I've been on the road for nearly three weeks now, and that's meant an interruption to the republication of John Marks' fine contributions to the musical and audio arts. Apologies all around.
In this article from The Tannhauser Gate (http://www.thetannhausergate.com), John shares an elegant and polished jazz album from the '70s, Michael Franks' Sleeping Gypsy. He's right when he talks about the cross-pollination of studio musicians leading to a mild deja-vu sense of recognition when thinking of Steely Dan's Aja (definitely) and Joni Mitchell's Court and Spark (more distantly for me on that one).
Fine production values, and a superior example of period jazz. Mellow throughout, though...those who are allergic to that quality in jazz are forewarned!
Michael Franks, Sleeping Gypsy
Recorded at Capitol Records, Hollywood, and in Rio de Janiero, Brazil, August-November 1976; released on LP 1977, CD 1990; various digital remasterings, including an SHM-CD for the Japanese Domestic Market (2012).
Michael Franks, vocals, banjo, guitar, mandolin; Joe Sample, João Donato, piano; Wilton Felder, bass; Larry Carlton, Hélio Delmiro, guitar; John Guerin, João Palma, Larry Bunker, drums; Michael Brecker, tenor saxophone; David Sanborn, alto saxophone; Ray Armando, percussion; Claus Ogerman, arranger and conductor; Tommy LiPuma, producer, Al Schmitt, engineer.
Yacht Rock? Or perhaps more like, "Jetliner to Brazil" Rock… .
If the soundworld of Joni Mitchell's Court and Spark or that of Steely Dan's Aja appeals to you, I think you will enjoy Michael Franks' third studio album, Sleeping Gypsy. Sleeping Gypsy has a substantial overlap in session personnel with Court and Spark, and a partial overlap with Aja.
But over and above the sonic contributions of the finest of Los Angeles' 1970s on-call musicians, what Sleeping Gypsy shares with its far better known contemporaries is literate and literary songwriting, and an adult perspective.
Sound samples are at the link listed at the end of this article.
As a songwriter, Michael Franks was capable of regarding modern love with philosophical detachment. Even the Village Voice's perennially disgruntled Robert Christgau had to pause to acknowledge ("he woke me up long enough to make me believe he had some smarts") the creative intelligence that fashioned the Cole-Porter-esque couplet:
I hear from my ex
On the back of my checks.
Hand in hand with the worldy-wise words is music that to a greater or lesser degree incorporates the lilt and rhythmic subtlety of Bossa Nova; two tracks, the tongue-in-cheek "B'wana He No Home," and "Down in Brazil," were recorded in Rio.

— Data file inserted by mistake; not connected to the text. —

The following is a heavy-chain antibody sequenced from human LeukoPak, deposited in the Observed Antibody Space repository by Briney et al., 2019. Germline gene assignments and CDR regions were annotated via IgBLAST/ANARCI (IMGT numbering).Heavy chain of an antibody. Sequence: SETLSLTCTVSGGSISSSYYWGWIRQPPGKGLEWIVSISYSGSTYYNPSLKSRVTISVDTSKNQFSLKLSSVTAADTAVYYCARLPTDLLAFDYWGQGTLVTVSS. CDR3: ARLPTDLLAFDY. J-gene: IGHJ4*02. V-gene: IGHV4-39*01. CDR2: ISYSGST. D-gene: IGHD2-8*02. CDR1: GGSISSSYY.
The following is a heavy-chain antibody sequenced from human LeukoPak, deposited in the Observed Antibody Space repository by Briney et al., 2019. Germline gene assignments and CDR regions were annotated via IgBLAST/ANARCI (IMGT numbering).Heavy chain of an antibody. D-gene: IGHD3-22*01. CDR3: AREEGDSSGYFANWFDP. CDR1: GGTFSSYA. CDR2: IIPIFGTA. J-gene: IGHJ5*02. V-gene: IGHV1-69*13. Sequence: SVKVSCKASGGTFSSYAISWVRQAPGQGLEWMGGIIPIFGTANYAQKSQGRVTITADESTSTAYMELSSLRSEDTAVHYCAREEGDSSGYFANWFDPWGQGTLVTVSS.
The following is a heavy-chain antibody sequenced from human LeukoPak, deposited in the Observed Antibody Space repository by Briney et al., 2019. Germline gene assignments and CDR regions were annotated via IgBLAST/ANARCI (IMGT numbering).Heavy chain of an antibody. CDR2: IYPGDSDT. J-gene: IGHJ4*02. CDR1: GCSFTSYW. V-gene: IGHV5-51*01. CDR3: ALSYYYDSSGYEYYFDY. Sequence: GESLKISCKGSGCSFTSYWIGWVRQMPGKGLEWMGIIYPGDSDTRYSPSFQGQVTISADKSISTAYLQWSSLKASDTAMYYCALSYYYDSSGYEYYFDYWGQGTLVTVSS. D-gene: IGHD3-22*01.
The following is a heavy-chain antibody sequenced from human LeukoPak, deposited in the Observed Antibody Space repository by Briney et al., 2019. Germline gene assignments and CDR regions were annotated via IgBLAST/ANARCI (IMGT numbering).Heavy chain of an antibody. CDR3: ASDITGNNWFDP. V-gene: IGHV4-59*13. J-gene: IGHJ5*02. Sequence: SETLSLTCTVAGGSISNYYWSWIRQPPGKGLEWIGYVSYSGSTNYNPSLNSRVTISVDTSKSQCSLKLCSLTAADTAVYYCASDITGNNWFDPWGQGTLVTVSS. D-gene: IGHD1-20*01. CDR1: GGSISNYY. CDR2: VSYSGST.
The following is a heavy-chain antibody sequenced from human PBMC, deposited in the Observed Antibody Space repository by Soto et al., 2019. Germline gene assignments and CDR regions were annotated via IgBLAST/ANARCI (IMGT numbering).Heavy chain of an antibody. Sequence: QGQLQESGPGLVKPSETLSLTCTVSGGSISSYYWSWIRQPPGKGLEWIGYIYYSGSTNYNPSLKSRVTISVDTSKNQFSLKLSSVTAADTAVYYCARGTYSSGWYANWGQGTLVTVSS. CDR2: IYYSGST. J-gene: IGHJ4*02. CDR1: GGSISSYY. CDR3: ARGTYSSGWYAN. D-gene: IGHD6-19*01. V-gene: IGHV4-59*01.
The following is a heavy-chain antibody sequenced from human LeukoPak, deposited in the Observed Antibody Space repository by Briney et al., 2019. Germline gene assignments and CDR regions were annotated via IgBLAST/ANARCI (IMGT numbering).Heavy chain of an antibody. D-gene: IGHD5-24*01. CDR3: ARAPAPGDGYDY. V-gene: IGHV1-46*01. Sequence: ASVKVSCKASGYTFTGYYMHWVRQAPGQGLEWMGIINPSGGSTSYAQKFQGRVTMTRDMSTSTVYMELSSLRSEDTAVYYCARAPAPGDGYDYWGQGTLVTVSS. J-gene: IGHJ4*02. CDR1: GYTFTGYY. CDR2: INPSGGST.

The recorded sound is excellent 1970s analog—multi-tracked and doubtless overdubbed as well. The LP is available for not much money used. As far as I know, there has been no LP remastering, and there are no high-resolution digital downloads. So your buying choices are, the new American-market CD, a used CD for not much money, or, the JDM SHM-CD for a lot of money. I bought the SHM-CD and I love it; but I also have to admit that the sonic improvement over the US-market Plain Jane CD is only incremental and not hugely revelatory.
I think that the first three tracks of Sleeping Gypsy are the strongest opening tracks of any of Franks' albums, so, here they are. Track 3, "In the Eye of the Storm," is a song that can withstand comparison with anything from that era. There's more to it than grad-student cleverness; what follows the couplet about hearing from one's ex is addressed to the narrator's current love interest. He tells her that if she holds him a while, he will "hang up his guns." He's still a male who cannot speak directly in such matters, but at least he is trying. He compares the two of them to "two little birds, in the eye of the storm." And whether "storm" refers to love, or to the whole of life, matters not.
Other standout Franks albums, by the way, are The Art of Tea, and Burchfield Nines.
[To hear John's sample tracks, go to John Marks sample tracks at The Tannhauser Gate and scroll to the bottom of the page.